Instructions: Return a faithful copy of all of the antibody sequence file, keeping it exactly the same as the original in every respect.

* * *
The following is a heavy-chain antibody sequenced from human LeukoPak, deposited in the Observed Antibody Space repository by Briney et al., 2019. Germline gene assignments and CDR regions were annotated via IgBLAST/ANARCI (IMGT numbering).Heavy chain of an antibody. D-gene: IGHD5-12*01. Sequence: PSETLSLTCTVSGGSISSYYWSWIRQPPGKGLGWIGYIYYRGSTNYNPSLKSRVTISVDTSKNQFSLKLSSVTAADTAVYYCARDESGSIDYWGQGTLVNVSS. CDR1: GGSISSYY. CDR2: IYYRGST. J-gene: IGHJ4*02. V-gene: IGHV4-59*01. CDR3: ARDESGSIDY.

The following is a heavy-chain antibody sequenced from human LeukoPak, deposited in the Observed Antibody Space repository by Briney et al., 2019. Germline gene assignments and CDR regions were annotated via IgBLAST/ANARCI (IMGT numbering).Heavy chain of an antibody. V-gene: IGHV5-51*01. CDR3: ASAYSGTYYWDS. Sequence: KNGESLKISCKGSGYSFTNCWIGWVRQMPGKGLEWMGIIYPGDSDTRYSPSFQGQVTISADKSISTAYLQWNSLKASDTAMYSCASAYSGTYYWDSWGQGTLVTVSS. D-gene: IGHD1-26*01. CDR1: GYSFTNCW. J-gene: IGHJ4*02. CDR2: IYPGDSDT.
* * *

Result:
The following is a heavy-chain antibody sequenced from human LeukoPak, deposited in the Observed Antibody Space repository by Briney et al., 2019. Germline gene assignments and CDR regions were annotated via IgBLAST/ANARCI (IMGT numbering).Heavy chain of an antibody. D-gene: IGHD5-12*01. Sequence: PSETLSLTCTVSGGSISSYYWSWIRQPPGKGLGWIGYIYYRGSTNYNPSLKSRVTISVDTSKNQFSLKLSSVTAADTAVYYCARDESGSIDYWGQGTLVNVSS. CDR1: GGSISSYY. CDR2: IYYRGST. J-gene: IGHJ4*02. V-gene: IGHV4-59*01. CDR3: ARDESGSIDY.

The following is a heavy-chain antibody sequenced from human LeukoPak, deposited in the Observed Antibody Space repository by Briney et al., 2019. Germline gene assignments and CDR regions were annotated via IgBLAST/ANARCI (IMGT numbering).Heavy chain of an antibody. V-gene: IGHV5-51*01. CDR3: ASAYSGTYYWDS. Sequence: KNGESLKISCKGSGYSFTNCWIGWVRQMPGKGLEWMGIIYPGDSDTRYSPSFQGQVTISADKSISTAYLQWNSLKASDTAMYSCASAYSGTYYWDSWGQGTLVTVSS. D-gene: IGHD1-26*01. CDR1: GYSFTNCW. J-gene: IGHJ4*02. CDR2: IYPGDSDT.